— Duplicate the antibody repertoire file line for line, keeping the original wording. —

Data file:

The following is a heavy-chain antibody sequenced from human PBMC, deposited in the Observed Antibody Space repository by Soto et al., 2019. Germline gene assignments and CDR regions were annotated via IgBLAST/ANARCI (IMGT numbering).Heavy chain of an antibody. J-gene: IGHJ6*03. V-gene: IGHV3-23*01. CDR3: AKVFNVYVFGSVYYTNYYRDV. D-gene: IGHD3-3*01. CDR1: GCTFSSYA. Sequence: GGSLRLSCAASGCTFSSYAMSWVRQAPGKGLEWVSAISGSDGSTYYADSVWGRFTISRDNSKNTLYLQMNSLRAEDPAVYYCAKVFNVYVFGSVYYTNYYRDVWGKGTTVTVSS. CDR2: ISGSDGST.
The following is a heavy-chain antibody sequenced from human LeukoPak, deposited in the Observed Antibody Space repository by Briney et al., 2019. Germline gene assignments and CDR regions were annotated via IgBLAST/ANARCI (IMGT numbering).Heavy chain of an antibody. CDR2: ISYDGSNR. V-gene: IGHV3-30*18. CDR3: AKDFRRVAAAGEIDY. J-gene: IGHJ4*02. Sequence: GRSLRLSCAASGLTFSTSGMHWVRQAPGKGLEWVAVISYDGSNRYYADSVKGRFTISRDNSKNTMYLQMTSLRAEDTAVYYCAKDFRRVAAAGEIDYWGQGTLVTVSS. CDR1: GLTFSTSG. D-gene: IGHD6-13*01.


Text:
The following is a heavy-chain antibody sequenced from human PBMC, deposited in the Observed Antibody Space repository by Soto et al., 2019. Germline gene assignments and CDR regions were annotated via IgBLAST/ANARCI (IMGT numbering).Heavy chain of an antibody. J-gene: IGHJ6*03. V-gene: IGHV3-23*01. CDR3: AKVFNVYVFGSVYYTNYYRDV. D-gene: IGHD3-3*01. CDR1: GCTFSSYA. Sequence: GGSLRLSCAASGCTFSSYAMSWVRQAPGKGLEWVSAISGSDGSTYYADSVWGRFTISRDNSKNTLYLQMNSLRAEDPAVYYCAKVFNVYVFGSVYYTNYYRDVWGKGTTVTVSS. CDR2: ISGSDGST.
The following is a heavy-chain antibody sequenced from human LeukoPak, deposited in the Observed Antibody Space repository by Briney et al., 2019. Germline gene assignments and CDR regions were annotated via IgBLAST/ANARCI (IMGT numbering).Heavy chain of an antibody. CDR2: ISYDGSNR. V-gene: IGHV3-30*18. CDR3: AKDFRRVAAAGEIDY. J-gene: IGHJ4*02. Sequence: GRSLRLSCAASGLTFSTSGMHWVRQAPGKGLEWVAVISYDGSNRYYADSVKGRFTISRDNSKNTMYLQMTSLRAEDTAVYYCAKDFRRVAAAGEIDYWGQGTLVTVSS. CDR1: GLTFSTSG. D-gene: IGHD6-13*01.